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How to Manage Your 401(k) Without Lifting a Finger

By Kailey Hagen – Aug 5, 2021 at 8:00AM

Key Points

  • You have to reallocate your retirement savings over time to protect your growing nest egg.
  • Automating your investing strategy can make things easier on you, but it can bring higher fees.
  • When investing in anything, you must look at how it fits into your investment strategy and how much it will cost you.

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This one investment could be all you need to retire.

One of the most intimidating parts about planning for retirement is deciding which investments you're going to place your precious dollars into. You want your money to grow quickly, but you also want to shield yourself from risk. If you're new to investing, you might not be able to tell the difference between one investment and the next. 

Fortunately, there's a simple solution that can not only take the burden of deciding what to invest in off your shoulders but also remove any concerns about how to reallocate your funds as you age.

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Image source: Getty Images.

The problem with trying to craft a retirement plan on your own

Traditional retirement planning involves investing in a variety of stocks and bonds and then gradually shifting your money away from stocks and into bonds over time. 

Investing heavily in stocks when you're younger enables you to capitalize on their higher earning potential, and if you lose money, you have plenty of time to make it back before you have to live off your savings. Shifting your money into lower-earning but less-volatile bonds as you age helps you protect what you have.

But a lot of people don't know how much to invest in each and how to reallocate their funds over time. Blind guessing could cause you to make mistakes that either put you at risk for huge losses or slow the growth of your savings.

You can hire someone to manage your money for you, but then you're paying them fees on top of the investment fees you already owe. If neither of those options appeal to you, a target date fund could be a smart choice.

This fund does all the hard work for you

Target date funds are collections of investments you purchase as a single package based on your chosen retirement year. You might see them listed as "2030 Fund" or something similar. The year listed in the name represents when you plan to retire.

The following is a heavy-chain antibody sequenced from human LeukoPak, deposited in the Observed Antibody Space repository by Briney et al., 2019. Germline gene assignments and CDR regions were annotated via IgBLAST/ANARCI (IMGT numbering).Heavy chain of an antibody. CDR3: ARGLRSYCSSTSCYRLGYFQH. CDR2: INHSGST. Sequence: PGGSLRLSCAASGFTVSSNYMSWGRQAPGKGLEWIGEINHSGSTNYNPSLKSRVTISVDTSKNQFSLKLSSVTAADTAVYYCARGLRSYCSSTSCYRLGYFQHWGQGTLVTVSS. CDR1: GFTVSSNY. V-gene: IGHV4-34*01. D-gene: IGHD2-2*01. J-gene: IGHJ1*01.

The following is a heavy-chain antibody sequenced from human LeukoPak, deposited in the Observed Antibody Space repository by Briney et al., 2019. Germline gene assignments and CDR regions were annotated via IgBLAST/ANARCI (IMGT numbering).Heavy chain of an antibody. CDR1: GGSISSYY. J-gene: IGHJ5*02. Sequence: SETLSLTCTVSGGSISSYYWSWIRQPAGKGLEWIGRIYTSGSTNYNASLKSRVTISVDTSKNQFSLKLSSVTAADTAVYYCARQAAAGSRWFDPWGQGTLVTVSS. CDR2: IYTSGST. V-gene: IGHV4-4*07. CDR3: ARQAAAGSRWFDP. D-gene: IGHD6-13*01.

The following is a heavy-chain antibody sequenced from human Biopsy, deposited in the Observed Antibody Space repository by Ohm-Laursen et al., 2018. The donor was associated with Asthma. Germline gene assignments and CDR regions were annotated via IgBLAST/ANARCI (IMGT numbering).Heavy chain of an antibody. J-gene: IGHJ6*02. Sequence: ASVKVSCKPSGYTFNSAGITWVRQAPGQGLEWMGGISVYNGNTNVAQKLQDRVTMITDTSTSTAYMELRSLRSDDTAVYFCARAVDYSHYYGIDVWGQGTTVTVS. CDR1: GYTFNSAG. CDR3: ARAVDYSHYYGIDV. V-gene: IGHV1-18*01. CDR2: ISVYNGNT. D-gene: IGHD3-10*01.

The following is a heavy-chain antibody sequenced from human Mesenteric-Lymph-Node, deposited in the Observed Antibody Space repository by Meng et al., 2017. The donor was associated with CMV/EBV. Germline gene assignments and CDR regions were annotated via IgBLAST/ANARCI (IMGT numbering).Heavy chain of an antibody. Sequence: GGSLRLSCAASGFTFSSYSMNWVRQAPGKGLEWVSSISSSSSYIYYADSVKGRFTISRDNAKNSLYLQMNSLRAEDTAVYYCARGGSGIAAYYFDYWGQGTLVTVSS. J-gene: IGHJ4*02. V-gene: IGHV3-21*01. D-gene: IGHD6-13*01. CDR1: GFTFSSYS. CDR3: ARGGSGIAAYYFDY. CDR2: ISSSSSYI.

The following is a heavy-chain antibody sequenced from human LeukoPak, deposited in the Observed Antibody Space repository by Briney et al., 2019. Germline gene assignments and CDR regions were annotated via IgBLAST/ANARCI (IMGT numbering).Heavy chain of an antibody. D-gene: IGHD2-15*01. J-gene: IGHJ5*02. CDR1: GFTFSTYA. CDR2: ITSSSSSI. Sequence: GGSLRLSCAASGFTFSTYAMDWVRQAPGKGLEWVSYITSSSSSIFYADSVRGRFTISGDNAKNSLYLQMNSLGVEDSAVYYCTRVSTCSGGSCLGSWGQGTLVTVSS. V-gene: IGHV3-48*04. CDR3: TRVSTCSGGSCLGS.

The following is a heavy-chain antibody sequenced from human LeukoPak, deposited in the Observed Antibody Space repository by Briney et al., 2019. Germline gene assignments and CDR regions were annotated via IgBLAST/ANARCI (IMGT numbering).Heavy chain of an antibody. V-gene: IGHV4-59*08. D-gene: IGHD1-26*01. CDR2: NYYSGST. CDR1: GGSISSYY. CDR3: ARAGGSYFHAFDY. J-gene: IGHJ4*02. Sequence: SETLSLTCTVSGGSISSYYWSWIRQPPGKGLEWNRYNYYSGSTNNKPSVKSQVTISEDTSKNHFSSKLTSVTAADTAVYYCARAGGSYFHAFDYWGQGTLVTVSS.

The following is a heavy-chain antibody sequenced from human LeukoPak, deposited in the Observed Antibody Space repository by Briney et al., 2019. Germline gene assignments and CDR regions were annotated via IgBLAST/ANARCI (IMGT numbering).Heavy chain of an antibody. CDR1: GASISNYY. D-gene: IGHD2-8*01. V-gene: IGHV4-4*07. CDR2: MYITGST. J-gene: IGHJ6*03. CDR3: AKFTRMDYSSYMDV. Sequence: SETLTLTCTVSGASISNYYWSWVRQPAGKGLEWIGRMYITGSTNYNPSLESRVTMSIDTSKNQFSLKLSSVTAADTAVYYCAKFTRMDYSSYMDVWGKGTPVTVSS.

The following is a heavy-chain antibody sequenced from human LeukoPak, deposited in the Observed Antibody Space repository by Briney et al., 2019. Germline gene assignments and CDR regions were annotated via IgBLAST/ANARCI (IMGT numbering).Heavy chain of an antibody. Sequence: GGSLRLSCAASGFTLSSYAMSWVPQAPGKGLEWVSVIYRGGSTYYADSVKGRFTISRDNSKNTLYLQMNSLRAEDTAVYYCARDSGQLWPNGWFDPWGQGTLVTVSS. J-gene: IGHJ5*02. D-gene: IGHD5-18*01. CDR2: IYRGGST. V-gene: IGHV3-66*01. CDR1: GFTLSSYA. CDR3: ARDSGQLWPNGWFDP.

When that date is a long way off, the investments in the fund will contain more stocks and other investments with greater earning potential. Then, over time, they'll shift more to bonds to protect what you have. Basically, it automates the asset reallocation process so you don't have to do it yourself. All you have to do is keep investing money in the target date fund that suits you.

For those who don't feel confident choosing their own investments, this simplicity is a huge plus. It enables you to manage your money on your own without worrying about whether you should sell some of your stocks or if a certain bond is a good investment for you.

Many employers offer target date funds to their employees through their 401(k)s, but you can invest in them through IRAs as well. Before you do, you should understand the trade-offs of this hands-off investing approach.

Things to know before investing in a target date fund

No two target date funds are exactly the same, even if they have the same target retirement year. In order to determine which one is the best fit for you, you have to evaluate their glide paths and fees.

The glide path is the rate at which the target date fund moves your money from stocks into safer investments, like bonds. One target date fund could have an asset allocation of 50% in stocks and 50% in bonds by the target retirement year, while another could have 60% in stocks and 40% in bonds.

It's up to you to determine which one you feel most comfortable with. It might seem safer to go with the one that shifts your money to bonds more quickly because you won't have to worry as much about losing your savings as you near retirement. But you could slow the growth of your nest egg considerably by doing so, forcing you to set aside more money of your own every month to reach your retirement goal.

Fees are also important to consider when selecting a target date fund, and unfortunately, many of them are high. Some charge shareholders over 1% of their assets per year. That means you're paying $1 or more for every $100 you have invested in the fund every year. But not all target date funds are this expensive. Some contain affordable exchange-traded funds (ETFs), and these can carry fees of less than 0.5% of your assets per year.

Target date funds aren't for everyone, but they're definitely worth considering if you're comfortable trading customization for automation. But if you feel confident choosing your own investments, you might be able to achieve your target goal more quickly and affordably by doing so. Think about your lifestyle and investing expertise to decide which is right for you.

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